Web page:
TABLE 1. Percent Living in Poverty and Actual Sample Size by State, March 1996 CPS Percent Living in Poverty Actual Sample Size Black Hispanic Other Total Black Hispanic Other Total Alabama 41% 25% 11% 21% 507 23 1,190 1,720 Alaska 21% 8% 7% 8% 64 48 1,405 1,517 Arizona 49% 31% 12% 18% 64 747 1,325 2,136 Arkansas 38% 32% 12% 17% 254 23 1,483 1,760 California 30% 34% 11% 19% 677 5,601 6,626 12,904 Colorado 28% 25% 7% 10% 55 311 1,418 1,784 Connecticut 32% 48% 4% 11% 102 187 1,016 1,305 Delaware 16% 28% 10% 11% 208 61 982 1,251 District of Columbia 31% 21% 9% 25% 761 80 320 1,161 Florida 36% 29% 11% 18% 772 1,599 4,169 6,540 Georgia 23% 20% 9% 14% 593 63 1,432 2,088 Hawaii 6% 17% 14% 13% 44 52 1,286 1,382 Idaho 0% 43% 13% 15% 12 207 1,623 1,842 Illinois 41% 19% 8% 14% 785 767 3,806 5,358 Indiana 23% 17% 10% 11% 91 46 1,461 1,598 Iowa 28% 11% 12% 13% 41 40 1,577 1,658 Kansas 21% 26% 11% 12% 99 89 1,447 1,635 Kentucky 44% 8% 14% 16% 108 20 1,465 1,593 Louisiana 41% 28% 13% 22% 458 45 1,152 1,655 Maine 0% 31% 12% 12% 3 7 1,278 1,288 Maryland 24% 26% 6% 12% 369 68 1,049 1,486 Massachusetts 31% 49% 8% 11% 168 215 2,498 2,881 Michigan 34% 32% 9% 13% 542 126 3,663 4,331 Minnesota 33% 39% 8% 10% 41 60 1,678 1,779 Mississippi 43% 50% 14% 26% 621 19 977 1,617 Missouri 26% 16% 10% 12% 128 40 1,316 1,484 Montana 32% 30% 16% 16% 6 41 1,660 1,707 Nebraska 31% 28% 10% 11% 51 89 1,537 1,677 Nevada 31% 29% 8% 13% 78 291 1,110 1,479 New Hampshire 0% 18% 6% 6% 7 20 1,202 1,229 New Jersey 18% 27% 6% 9% 363 677 2,965 4,005 New Mexico 37% 35% 22% 27% 24 1,206 1,137 2,367 New York 35% 41% 9% 18% 1,128 1,907 5,781 8,816 North Carolina 31% 39% 9% 14% 575 85 2,256 2,916 North Dakota 0% 21% 13% 13% 2 22 1,535 1,559 Ohio 33% 25% 10% 13% 530 104 4,040 4,674 Oklahoma 44% 24% 15% 18% 142 75 1,614 1,831 Oregon 14% 32% 11% 13% 16 138 1,455 1,609 Pennsylvania 39% 36% 10% 13% 526 214 4,673 5,413 Rhode Island 21% 35% 10% 12% 43 130 1,156 1,329 South Carolina 41% 50% 11% 21% 445 16 911 1,372 South Dakota 42% 7% 15% 15% 14 13 1,748 1,775 Tennessee 29% 25% 15% 18% 273 23 1,306 1,602 Texas 24% 36% 10% 19% 553 3,209 3,721 7,483 Utah 22% 42% 7% 10% 11 188 1,718 1,917 Vermont 0% 51% 11% 11% 3 10 1,261 1,274 Virginia 14% 16% 11% 12% 355 80 1,375 1,810 Washington 19% 33% 13% 14% 46 85 1,467 1,598 West Virginia 55% 0% 18% 18% 27 14 1,683 1,724 Wisconsin 49% 48% 8% 11% 92 49 1,769 1,910 Wyoming 6% 4% 11% 13% 16 131 1,500 1,647 United States 32% 33% 10% 15% 12,893 19,361 98,222 130,476 TABLE 2. National Estimates of the Proportions with each Characteristic Based on the CPS and the SIPP Variable Total
(%)Black
(%)Hispanic
(%)Children
(%)Elderly
(%)1996 CPS Income below poverty 15 32 33 24 11 Receiving AFDC 4 13 9 11 0 Employerprovided health insurance 60 45 39 59 35 Work disability 8 10 6 0 27 1993 SIPP Income below poverty 17 34 35 26 13 Receiving AFDC 5 15 13 12 0 Employerprovided health insurance 59 46 39 56 39 Work disability 7 9 6 1 27  The SIPP only asks work disability questions of individuals under age 70. Therefore, for the percentage of elderly with a work related disability, these estimates reflect only those between the ages of 65 and 69.
TABLE 3. Estimated StateLevel Design Effects for the CPS and SIPP Characteristic Design Effect Income below poverty 1.3 Receiving AFDC 1.2 Employerprovided health insurance 1.1 Work disability 1.0 TABLE 4. Minimum and Maximum State Sample Sizes for Populations of Interest from the 1996 CPS and 1993 SIPP Total Black Hispanic Children Elderly CPS Minimum 1,161 (DC) 2 (ND) 7 (ME) 276 (DC) 59 (AK) Maximum 12,904 (CA) 1,128 (NY) 5,601 (CA) 4,046 (CA) 1,212 (CA) SIPP Minimum 104 (DC) 0 (*) 0 (*) 25 (DC) 14 (*) Maximum 6,454 (CA) 435 (TX) 1,752 (CA) 1,990 (CA) 685 (CA) * Multiple states. TABLE 5. Number of States with the Sufficient Number of Completes to Provide Estimates of the Desired Level of Precision for Four Characteristics from the 1996 CPS and 1993 SIPP Variable Total Black Hispanic Children Elderly CPS Income below poverty 51 24 19 51 51 Receiving AFDC 51 28 16 51 N/A Employerprovided health insurance 51 25 20 51 50 Work disability 51 27 14 N/A 50 # of States Meeting Criteria for: All 4 characteristics 51 24 14 N/A N/A Only 3 characteristics  1 2 51 50 Only 2 characteristics  2 3   Only 1 characteristic  1 1  1 No characteristics 11 23 31   SIPP^{a} Income below poverty 42 20 7 35 32 Receiving AFDC 35 20 7 35 N/A Employerprovided health insurance 42 20 7 34 24 Work disability 40 20 6 N/A 9^{b} # of States Meeting Criteria for: All 4 characteristics 35 20 6 N/A N/A Only 3 characteristics 5  1 34 9 Only 2 characteristics 2   1 15 Only 1 characteristic     8 No characteristics  22 35 7 10  SIPP does not provide separate state identifiers for nine states. Therefore the maximum number of state that could meet the desired criteria is 42.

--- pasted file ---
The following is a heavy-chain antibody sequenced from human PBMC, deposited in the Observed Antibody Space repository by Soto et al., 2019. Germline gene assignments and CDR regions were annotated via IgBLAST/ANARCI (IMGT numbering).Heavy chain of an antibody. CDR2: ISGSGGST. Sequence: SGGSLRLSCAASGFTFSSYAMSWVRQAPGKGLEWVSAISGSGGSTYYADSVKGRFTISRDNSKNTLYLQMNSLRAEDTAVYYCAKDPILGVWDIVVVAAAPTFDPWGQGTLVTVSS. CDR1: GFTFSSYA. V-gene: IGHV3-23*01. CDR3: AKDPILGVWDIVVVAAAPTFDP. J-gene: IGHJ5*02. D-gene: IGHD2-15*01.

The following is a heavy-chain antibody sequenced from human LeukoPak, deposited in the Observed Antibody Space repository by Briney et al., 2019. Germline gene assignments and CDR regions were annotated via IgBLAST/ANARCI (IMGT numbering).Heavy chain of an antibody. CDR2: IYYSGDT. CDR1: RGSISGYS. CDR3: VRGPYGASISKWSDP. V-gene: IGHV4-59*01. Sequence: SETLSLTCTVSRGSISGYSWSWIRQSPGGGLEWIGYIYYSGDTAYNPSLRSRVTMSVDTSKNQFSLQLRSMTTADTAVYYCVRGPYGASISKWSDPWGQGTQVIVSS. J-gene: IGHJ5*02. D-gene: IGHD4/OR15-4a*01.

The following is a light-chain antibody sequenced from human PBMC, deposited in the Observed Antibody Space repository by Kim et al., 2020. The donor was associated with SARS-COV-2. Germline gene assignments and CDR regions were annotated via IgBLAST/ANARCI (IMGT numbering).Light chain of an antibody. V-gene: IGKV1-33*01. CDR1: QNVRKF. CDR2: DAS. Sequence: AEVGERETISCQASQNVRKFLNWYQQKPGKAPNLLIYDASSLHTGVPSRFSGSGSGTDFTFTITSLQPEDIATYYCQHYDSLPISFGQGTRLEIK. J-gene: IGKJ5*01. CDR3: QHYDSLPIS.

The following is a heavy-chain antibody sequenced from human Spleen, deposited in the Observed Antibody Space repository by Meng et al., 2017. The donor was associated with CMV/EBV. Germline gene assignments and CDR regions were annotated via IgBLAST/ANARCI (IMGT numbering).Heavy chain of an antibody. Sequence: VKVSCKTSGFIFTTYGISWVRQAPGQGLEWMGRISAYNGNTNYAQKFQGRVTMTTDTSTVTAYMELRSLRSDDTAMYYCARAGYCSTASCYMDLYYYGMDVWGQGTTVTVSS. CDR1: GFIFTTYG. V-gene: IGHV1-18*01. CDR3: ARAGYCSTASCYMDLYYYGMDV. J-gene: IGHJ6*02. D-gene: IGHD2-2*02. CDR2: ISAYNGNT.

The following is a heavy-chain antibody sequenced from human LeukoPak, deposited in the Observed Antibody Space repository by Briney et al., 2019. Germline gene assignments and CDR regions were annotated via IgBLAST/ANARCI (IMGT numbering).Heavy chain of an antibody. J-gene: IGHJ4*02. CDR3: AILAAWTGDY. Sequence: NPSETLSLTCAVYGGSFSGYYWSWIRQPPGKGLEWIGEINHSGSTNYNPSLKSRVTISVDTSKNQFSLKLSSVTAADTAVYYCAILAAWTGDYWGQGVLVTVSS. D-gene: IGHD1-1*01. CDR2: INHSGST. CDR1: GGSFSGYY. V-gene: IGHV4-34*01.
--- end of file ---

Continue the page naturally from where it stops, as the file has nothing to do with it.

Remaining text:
The SIPP only provides a measure of work disability among the elderly for persons age 65 to 69. Therefore, we evaluated this variable in SIPP only for these ages. The criteria used was a confidence interval of 95 percent.
TABLE 6. Number of Selected Characteristics and Subgroup Combinations States Meet^{a} March 1996 CPF 1993 SIPP^{b} All Groups
Max=18Excluding Hispanics
Max=14All Groups
Max=18Excluding Hispanics
Max=14Alabama 14 14 12 12 Alaska 8 8 NA NA Arizona 14 10 12 9 Arkansas 14 14 7 7 California 18 14 18 14 Colorado 14 10 7 7 Connecticut 15 12 9 9 Delaware 14 14 3 3 District of Columbia 14 14 2 2 Florida 18 14 18 14 Georgia 14 14 13 13 Hawaii 10 10 3 3 Idaho 14 10 NA NA Illinois 18 14 18 14 Indiana 10 10 13 13 Iowa 10 10 NA NA Kansas 12 12 9 9 Kentucky 13 13 8 8 Louisiana 14 14 12 12 Maine 10 10 NA NA Maryland 14 14 13 13 Massachusetts 18 14 9 9 Michigan 16 14 13 13 Minnesota 10 10 9 9 Mississippi 14 14 12 12 Missouri 14 14 13 13 Montana 10 10 NA NA Nebraska 10 10 7 7 Nevada 14 10 3 3 New Hampshire 10 10 3 3 New Jersey 18 14 18 14 New Mexico 14 10 2 2 New York 18 14 18 14 North Carolina 14 14 14 14 North Dakota 10 10 NA NA Ohio 15 14 14 14 Oklahoma 14 14 9 9 Oregon 13 10 9 9 Pennsylvania 18 14 14 14 Rhode Island 12 10 3 3 South Carolina 14 14 12 12 South Dakota 10 10 NA NA Tennessee 14 14 13 13 Texas 18 14 18 14 Utah 14 10 7 7 Vermont 10 10 NA NA Virginia 14 14 13 13 Washington 10 10 9 9 West Virginia 10 10 8 8 Wisconsin 11 11 8 8 Wyoming 12 10 NA NA  The nine states for which the SIPP does not provide individual identifiers are: Alaska, Idaho, Iowa, Maine, Montana, North Dakota, South Dakota, Vermont, and Wyoming.
 The maximum number of combinations for all groups evaluated is 18 (three characteristics each for the elderly and children and four characteristics each for the total population, blacks and Hispanics). Removing Hispanics results in 14 combinations.
EXHIBIT 1. Number of Estimates for Each State from CPS Data EXHIBIT 2. Number of Estimates for Each State from SIPP Data